Colorado judge steps down after saying N-word, all lives matter at work
The judge did not deny or dispute the number of accusations against her outlined in the court's order.
A judge in Colorado has agreed to resign after using racial slurs from the bench, including the N-word.
It was discovered that Colorado District Court Judge Natalie Chase made inappropriate comments regarding Black people and used the N-word. According to the Denver Post, she also used derogatory language to speak about another judge.
Chase stepped down Friday and agreed to resign next month officially. According to reports, she did not deny or dispute the number of accusations against her outlined in the court’s order.
Chase of the 18th Judicial District Court was censured on Friday by the Colorado Supreme Court after an investigation by The Denver Post exposed allegations of sexual misconduct and harassment in the courts.
She also expressed confusion over why white people cannot say the N-word and countered the Black Lives Matter movement with support towards “All Lives Matter.” It was also reported that Chase called another judge a derogatory term in conversation with fellow employees.
“Judge Chase is white and the Family Court Facilitator is Black. On the way back from Pueblo, Judge Chase asked the Family Court Facilitator questions about why Black people can use the N-word but not white people, and whether it was different if the N-word is said with an “er” or an “a” at the end of the word,” read the order. “During the conversation, Judge Chase used the full N-word a number of times.”
In another instance, Chase is under fire for using her employees to assist her in handling personal business such as asking a law clerk to write her personal emails and conduct personal research. She also instructed a court employee to drive her to the hospital and wait after declining an ambulance due to a health scare.
In February 2020, while sitting in her robe, the judge told employees, some of whom were Black, that she would boycott the Superbowl “because she objected to the NFL players who were kneeling during the National Anthem in protest of police brutality against Black people.”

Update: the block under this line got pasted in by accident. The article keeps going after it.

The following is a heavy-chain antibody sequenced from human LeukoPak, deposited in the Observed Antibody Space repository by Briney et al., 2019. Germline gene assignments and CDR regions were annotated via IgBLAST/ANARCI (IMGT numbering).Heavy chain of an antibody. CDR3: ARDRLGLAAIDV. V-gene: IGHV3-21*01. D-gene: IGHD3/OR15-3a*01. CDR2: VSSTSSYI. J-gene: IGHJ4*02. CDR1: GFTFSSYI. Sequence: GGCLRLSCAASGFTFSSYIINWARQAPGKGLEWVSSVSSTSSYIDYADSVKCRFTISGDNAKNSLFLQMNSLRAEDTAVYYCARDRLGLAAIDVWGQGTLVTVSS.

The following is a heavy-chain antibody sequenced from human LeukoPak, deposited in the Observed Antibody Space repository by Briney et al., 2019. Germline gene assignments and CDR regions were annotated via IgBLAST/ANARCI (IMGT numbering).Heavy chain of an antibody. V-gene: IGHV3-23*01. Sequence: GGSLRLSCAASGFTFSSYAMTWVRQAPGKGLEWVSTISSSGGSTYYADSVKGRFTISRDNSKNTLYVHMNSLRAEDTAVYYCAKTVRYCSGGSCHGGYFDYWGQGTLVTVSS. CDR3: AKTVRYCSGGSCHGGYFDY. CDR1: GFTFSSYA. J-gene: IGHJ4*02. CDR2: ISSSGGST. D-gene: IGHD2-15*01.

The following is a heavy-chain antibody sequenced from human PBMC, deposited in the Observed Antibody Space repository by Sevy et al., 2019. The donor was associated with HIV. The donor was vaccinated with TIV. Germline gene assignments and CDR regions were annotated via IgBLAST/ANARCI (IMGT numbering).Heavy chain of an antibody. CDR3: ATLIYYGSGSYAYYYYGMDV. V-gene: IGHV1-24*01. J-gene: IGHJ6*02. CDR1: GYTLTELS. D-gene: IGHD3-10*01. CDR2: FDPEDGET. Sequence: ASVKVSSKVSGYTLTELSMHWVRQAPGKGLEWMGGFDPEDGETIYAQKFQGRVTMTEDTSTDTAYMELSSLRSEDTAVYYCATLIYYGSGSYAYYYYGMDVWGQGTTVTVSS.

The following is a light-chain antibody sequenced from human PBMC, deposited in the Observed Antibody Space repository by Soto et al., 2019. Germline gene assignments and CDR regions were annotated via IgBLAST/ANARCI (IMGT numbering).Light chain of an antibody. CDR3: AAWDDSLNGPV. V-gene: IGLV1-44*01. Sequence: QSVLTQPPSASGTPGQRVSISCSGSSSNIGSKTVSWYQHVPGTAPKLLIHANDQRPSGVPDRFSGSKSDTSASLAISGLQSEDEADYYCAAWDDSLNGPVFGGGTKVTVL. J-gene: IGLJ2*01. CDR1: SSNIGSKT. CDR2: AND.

Chase did not dispute the events. Her official resignation date is May 31.
“You did not intend any racial animus, you acknowledge that your statements violated Canon Rule 1.2, which requires a judge to act in a manner that promotes public confidence in the judiciary,” read the order.
“You acknowledge that your use of the N-word does not promote public confidence in the judiciary and creates the appearance of impropriety. Although not directed at any person, saying the N-word has a significant negative effect on the public’s confidence in integrity of and respect for the judiciary.”
According to the Denver Post, a public censure is rare in Colorado for a judge and has only happened four times in almost ten years.
As reported by theGrio, a Colorado lawmaker is under fire for comments about slavery.
State Rep. Ron Hanks recently made insensitive and questionable comments on the House floor about the Three-Fifths Compromise, which references how slaves were counted.
“It was not impugning anybody’s humanity,” said Hanks. “Is this really racist to be talking about what the Three-Fifths Compromise was? I don’t think so, and I think it’s important. It’s part of the civics lesson here. It was brought up, and it merits discussion.”
“It took a war to do it. It took 600,000 American lives. It took a lot of treasure. That’s the kind of thing that ought to be taught,” he added.
Executive director of the Colorado Democratic Party accused him of whitesplaining the historical experience of Black people.
The fact that Representative Hanks thought it would be appropriate to make a ‘joke’ about lynching — especially at a time when we’re seeing a rise of racially motivated assaults on people of color across our country — is utterly despicable,” said Vinson in a statement.
Hanks told The Associated Press the video reflecting his comments were manipulated.
theGrio’s Tiffany Stewart contributed to this report.
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